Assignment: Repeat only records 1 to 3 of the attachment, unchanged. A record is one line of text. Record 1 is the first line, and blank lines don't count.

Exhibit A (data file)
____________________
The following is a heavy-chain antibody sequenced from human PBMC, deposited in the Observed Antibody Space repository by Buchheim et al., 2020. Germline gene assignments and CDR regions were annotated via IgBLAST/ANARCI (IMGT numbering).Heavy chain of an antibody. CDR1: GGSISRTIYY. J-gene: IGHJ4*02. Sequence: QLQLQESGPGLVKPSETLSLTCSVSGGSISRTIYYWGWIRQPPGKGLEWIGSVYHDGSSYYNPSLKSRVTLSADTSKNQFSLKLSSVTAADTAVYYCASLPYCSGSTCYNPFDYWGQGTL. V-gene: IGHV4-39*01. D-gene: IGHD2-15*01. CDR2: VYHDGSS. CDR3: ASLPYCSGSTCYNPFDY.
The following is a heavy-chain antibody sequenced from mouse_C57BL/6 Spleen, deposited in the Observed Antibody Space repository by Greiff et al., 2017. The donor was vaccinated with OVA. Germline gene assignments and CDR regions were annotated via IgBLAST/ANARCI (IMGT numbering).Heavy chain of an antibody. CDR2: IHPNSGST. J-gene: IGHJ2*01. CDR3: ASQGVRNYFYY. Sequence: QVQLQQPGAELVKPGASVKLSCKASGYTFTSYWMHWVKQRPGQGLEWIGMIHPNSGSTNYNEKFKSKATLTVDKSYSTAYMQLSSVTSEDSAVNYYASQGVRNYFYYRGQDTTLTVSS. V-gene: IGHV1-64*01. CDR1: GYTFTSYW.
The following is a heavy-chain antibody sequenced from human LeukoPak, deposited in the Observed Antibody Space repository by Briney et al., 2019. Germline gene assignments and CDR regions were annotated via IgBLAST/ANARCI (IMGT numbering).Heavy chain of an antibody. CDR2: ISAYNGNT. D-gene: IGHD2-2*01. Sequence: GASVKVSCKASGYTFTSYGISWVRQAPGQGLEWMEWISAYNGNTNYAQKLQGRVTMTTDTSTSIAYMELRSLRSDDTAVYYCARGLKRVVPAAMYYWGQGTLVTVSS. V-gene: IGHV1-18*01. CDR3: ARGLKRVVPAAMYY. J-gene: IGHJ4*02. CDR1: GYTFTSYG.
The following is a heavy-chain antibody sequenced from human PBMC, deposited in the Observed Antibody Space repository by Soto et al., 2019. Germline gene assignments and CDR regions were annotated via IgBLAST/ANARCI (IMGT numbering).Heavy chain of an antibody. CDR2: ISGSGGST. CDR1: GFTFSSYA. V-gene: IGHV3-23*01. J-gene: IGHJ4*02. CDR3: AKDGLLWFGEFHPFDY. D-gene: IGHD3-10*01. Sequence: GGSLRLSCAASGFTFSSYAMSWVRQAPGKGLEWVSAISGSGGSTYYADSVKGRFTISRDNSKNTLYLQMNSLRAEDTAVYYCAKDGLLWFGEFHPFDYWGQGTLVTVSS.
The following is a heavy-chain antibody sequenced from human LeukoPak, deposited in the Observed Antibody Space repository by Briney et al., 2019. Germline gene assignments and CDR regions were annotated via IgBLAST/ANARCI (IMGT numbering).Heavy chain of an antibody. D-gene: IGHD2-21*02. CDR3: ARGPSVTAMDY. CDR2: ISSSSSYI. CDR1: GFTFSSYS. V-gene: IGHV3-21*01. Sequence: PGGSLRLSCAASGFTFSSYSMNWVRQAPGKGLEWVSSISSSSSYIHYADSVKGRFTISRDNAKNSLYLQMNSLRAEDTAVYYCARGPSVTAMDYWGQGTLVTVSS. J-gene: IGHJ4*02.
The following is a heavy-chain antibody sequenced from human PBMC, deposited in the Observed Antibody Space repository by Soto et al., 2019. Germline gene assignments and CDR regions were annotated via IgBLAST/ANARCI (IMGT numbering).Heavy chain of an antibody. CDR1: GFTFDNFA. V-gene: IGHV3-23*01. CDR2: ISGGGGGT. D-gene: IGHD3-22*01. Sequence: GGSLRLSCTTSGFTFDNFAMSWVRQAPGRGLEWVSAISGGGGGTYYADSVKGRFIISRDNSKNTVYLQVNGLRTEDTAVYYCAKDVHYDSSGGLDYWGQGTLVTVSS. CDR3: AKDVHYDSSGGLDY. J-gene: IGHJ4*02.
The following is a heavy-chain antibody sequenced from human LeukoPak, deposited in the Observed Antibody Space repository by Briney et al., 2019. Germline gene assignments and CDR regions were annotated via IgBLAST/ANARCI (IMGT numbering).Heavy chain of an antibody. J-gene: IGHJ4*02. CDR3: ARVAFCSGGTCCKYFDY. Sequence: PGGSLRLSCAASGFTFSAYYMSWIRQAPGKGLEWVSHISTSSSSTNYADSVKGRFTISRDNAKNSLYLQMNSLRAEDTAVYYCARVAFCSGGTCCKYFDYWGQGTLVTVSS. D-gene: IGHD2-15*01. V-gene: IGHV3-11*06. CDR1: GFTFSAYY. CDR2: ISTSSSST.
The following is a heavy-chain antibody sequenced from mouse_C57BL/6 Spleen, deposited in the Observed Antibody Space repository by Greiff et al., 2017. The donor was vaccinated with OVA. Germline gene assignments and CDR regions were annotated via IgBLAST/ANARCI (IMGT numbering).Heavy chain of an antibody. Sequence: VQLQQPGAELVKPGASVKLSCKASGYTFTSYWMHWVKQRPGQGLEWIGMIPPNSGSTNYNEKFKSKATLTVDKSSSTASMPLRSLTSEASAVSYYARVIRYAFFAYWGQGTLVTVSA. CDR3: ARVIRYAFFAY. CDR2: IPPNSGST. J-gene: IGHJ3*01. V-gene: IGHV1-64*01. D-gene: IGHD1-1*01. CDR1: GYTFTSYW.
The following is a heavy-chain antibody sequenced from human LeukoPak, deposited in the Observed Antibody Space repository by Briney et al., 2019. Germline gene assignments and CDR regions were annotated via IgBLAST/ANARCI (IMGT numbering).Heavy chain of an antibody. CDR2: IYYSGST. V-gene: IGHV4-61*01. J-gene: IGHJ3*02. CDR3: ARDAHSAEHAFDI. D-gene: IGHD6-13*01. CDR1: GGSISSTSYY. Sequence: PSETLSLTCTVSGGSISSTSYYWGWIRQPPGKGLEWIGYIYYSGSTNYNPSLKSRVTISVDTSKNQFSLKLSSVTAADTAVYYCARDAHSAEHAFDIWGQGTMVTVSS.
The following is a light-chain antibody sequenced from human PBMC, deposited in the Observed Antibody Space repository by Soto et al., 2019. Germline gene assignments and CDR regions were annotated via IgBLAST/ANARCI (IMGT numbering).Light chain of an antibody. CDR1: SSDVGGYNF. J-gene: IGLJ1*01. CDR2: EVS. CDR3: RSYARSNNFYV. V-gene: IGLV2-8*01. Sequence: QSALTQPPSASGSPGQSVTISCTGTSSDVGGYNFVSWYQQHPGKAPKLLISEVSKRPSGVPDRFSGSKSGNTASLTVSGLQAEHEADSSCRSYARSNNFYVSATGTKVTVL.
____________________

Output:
The following is a heavy-chain antibody sequenced from human PBMC, deposited in the Observed Antibody Space repository by Buchheim et al., 2020. Germline gene assignments and CDR regions were annotated via IgBLAST/ANARCI (IMGT numbering).Heavy chain of an antibody. CDR1: GGSISRTIYY. J-gene: IGHJ4*02. Sequence: QLQLQESGPGLVKPSETLSLTCSVSGGSISRTIYYWGWIRQPPGKGLEWIGSVYHDGSSYYNPSLKSRVTLSADTSKNQFSLKLSSVTAADTAVYYCASLPYCSGSTCYNPFDYWGQGTL. V-gene: IGHV4-39*01. D-gene: IGHD2-15*01. CDR2: VYHDGSS. CDR3: ASLPYCSGSTCYNPFDY.
The following is a heavy-chain antibody sequenced from mouse_C57BL/6 Spleen, deposited in the Observed Antibody Space repository by Greiff et al., 2017. The donor was vaccinated with OVA. Germline gene assignments and CDR regions were annotated via IgBLAST/ANARCI (IMGT numbering).Heavy chain of an antibody. CDR2: IHPNSGST. J-gene: IGHJ2*01. CDR3: ASQGVRNYFYY. Sequence: QVQLQQPGAELVKPGASVKLSCKASGYTFTSYWMHWVKQRPGQGLEWIGMIHPNSGSTNYNEKFKSKATLTVDKSYSTAYMQLSSVTSEDSAVNYYASQGVRNYFYYRGQDTTLTVSS. V-gene: IGHV1-64*01. CDR1: GYTFTSYW.
The following is a heavy-chain antibody sequenced from human LeukoPak, deposited in the Observed Antibody Space repository by Briney et al., 2019. Germline gene assignments and CDR regions were annotated via IgBLAST/ANARCI (IMGT numbering).Heavy chain of an antibody. CDR2: ISAYNGNT. D-gene: IGHD2-2*01. Sequence: GASVKVSCKASGYTFTSYGISWVRQAPGQGLEWMEWISAYNGNTNYAQKLQGRVTMTTDTSTSIAYMELRSLRSDDTAVYYCARGLKRVVPAAMYYWGQGTLVTVSS. V-gene: IGHV1-18*01. CDR3: ARGLKRVVPAAMYY. J-gene: IGHJ4*02. CDR1: GYTFTSYG.